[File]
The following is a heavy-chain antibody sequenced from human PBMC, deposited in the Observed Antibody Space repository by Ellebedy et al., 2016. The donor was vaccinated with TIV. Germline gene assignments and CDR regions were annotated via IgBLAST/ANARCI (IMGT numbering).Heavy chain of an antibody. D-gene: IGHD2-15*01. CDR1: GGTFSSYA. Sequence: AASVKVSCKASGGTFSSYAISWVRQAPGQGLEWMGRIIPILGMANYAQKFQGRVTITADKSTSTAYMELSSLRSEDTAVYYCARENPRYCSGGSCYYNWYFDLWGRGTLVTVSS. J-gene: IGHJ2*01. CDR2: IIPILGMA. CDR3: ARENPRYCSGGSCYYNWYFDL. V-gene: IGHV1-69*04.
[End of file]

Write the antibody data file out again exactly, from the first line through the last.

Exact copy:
The following is a heavy-chain antibody sequenced from human PBMC, deposited in the Observed Antibody Space repository by Ellebedy et al., 2016. The donor was vaccinated with TIV. Germline gene assignments and CDR regions were annotated via IgBLAST/ANARCI (IMGT numbering).Heavy chain of an antibody. D-gene: IGHD2-15*01. CDR1: GGTFSSYA. Sequence: AASVKVSCKASGGTFSSYAISWVRQAPGQGLEWMGRIIPILGMANYAQKFQGRVTITADKSTSTAYMELSSLRSEDTAVYYCARENPRYCSGGSCYYNWYFDLWGRGTLVTVSS. J-gene: IGHJ2*01. CDR2: IIPILGMA. CDR3: ARENPRYCSGGSCYYNWYFDL. V-gene: IGHV1-69*04.